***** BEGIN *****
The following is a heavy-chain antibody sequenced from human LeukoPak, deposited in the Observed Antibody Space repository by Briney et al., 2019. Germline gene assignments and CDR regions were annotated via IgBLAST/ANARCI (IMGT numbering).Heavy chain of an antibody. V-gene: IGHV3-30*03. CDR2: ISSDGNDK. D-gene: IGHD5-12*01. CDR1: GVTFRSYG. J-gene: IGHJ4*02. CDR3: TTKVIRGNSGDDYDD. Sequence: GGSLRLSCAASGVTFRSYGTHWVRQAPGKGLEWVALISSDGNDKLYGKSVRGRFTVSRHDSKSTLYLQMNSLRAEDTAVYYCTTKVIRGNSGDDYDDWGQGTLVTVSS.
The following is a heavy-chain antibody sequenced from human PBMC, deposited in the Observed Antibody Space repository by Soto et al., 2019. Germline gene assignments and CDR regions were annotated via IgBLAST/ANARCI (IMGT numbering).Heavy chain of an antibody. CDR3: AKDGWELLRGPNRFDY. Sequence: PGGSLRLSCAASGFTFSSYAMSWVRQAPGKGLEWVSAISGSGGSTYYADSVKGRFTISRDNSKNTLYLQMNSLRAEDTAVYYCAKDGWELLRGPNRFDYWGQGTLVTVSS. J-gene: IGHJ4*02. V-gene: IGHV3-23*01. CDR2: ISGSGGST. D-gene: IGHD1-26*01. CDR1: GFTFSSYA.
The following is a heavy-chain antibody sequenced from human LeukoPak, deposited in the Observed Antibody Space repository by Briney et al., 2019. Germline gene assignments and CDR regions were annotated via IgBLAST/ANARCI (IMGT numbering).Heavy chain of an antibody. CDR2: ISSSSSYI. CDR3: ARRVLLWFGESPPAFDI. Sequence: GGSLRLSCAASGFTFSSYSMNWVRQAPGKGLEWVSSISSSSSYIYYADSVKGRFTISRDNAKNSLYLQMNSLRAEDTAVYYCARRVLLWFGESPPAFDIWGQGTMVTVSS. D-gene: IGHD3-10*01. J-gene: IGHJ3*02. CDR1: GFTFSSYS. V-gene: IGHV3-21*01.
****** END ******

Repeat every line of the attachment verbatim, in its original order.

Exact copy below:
The following is a heavy-chain antibody sequenced from human LeukoPak, deposited in the Observed Antibody Space repository by Briney et al., 2019. Germline gene assignments and CDR regions were annotated via IgBLAST/ANARCI (IMGT numbering).Heavy chain of an antibody. V-gene: IGHV3-30*03. CDR2: ISSDGNDK. D-gene: IGHD5-12*01. CDR1: GVTFRSYG. J-gene: IGHJ4*02. CDR3: TTKVIRGNSGDDYDD. Sequence: GGSLRLSCAASGVTFRSYGTHWVRQAPGKGLEWVALISSDGNDKLYGKSVRGRFTVSRHDSKSTLYLQMNSLRAEDTAVYYCTTKVIRGNSGDDYDDWGQGTLVTVSS.
The following is a heavy-chain antibody sequenced from human PBMC, deposited in the Observed Antibody Space repository by Soto et al., 2019. Germline gene assignments and CDR regions were annotated via IgBLAST/ANARCI (IMGT numbering).Heavy chain of an antibody. CDR3: AKDGWELLRGPNRFDY. Sequence: PGGSLRLSCAASGFTFSSYAMSWVRQAPGKGLEWVSAISGSGGSTYYADSVKGRFTISRDNSKNTLYLQMNSLRAEDTAVYYCAKDGWELLRGPNRFDYWGQGTLVTVSS. J-gene: IGHJ4*02. V-gene: IGHV3-23*01. CDR2: ISGSGGST. D-gene: IGHD1-26*01. CDR1: GFTFSSYA.
The following is a heavy-chain antibody sequenced from human LeukoPak, deposited in the Observed Antibody Space repository by Briney et al., 2019. Germline gene assignments and CDR regions were annotated via IgBLAST/ANARCI (IMGT numbering).Heavy chain of an antibody. CDR2: ISSSSSYI. CDR3: ARRVLLWFGESPPAFDI. Sequence: GGSLRLSCAASGFTFSSYSMNWVRQAPGKGLEWVSSISSSSSYIYYADSVKGRFTISRDNAKNSLYLQMNSLRAEDTAVYYCARRVLLWFGESPPAFDIWGQGTMVTVSS. D-gene: IGHD3-10*01. J-gene: IGHJ3*02. CDR1: GFTFSSYS. V-gene: IGHV3-21*01.